A new DC United stadium and a successful franchise could be good for the city. It could bring in business and tax revenue and create opportunities for entertainment, local unity, prestige, and civic pride. These things have value, and it would not be unreasonable for DC to help DC United as long as the benefit exceeded the cost, because a stadium is unlikely to happen without some public contribution.

Even AT&T Park in San Francisco, which is often billed as privately financed, got help with the land and transportation improvements along with continued city service to the park. Without any contribution from the city, no stadium will be built and it's possible DC United could move.

So what would a good deal look like?

Have DC buy the land outright. They already own some of the land that the stadium sits on and they have the power to force landowners to sell if they need to. The District's lack of borrowing ability is something of an impediment, but it can probably still buy and assemble the land necessary for less than DC United can.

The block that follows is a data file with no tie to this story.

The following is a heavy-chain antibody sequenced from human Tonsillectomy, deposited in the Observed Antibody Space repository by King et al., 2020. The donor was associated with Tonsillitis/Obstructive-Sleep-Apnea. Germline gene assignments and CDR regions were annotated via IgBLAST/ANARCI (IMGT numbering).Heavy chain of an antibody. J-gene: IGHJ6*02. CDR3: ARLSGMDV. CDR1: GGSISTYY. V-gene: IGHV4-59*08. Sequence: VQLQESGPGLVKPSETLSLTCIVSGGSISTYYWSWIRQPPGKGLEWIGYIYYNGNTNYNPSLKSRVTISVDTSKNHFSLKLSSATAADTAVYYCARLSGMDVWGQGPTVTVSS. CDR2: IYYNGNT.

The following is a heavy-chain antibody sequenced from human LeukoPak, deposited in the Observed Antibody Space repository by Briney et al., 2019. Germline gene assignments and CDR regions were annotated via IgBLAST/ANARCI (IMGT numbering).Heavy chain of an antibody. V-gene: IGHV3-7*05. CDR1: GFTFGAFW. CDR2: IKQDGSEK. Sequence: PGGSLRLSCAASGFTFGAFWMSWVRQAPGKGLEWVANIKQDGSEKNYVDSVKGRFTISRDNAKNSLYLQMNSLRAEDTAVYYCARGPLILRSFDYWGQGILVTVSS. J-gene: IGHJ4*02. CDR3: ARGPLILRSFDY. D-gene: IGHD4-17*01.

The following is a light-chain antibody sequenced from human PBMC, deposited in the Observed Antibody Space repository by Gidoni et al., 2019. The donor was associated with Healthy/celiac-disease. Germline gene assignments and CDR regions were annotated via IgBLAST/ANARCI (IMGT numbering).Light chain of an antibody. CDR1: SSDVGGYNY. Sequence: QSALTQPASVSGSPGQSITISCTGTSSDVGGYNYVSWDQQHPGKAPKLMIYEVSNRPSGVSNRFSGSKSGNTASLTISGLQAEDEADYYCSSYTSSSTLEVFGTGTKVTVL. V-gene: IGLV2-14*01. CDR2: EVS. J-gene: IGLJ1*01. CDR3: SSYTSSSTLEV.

And the city is, by definition, invested in the area, so it can hold the land for a very long time if the deal goes south. This makes it a low-cost, low-risk way to help the team. The District would continue to own the land and could always sell it later.

Use a crowdsourcing campaign to pay for transaction costs. Assembling the land will require title work and environmental site assessments that will cost a lot of money. DC United fans are eager to have a stadium. Let them raise $1 million of their own money to make it happen.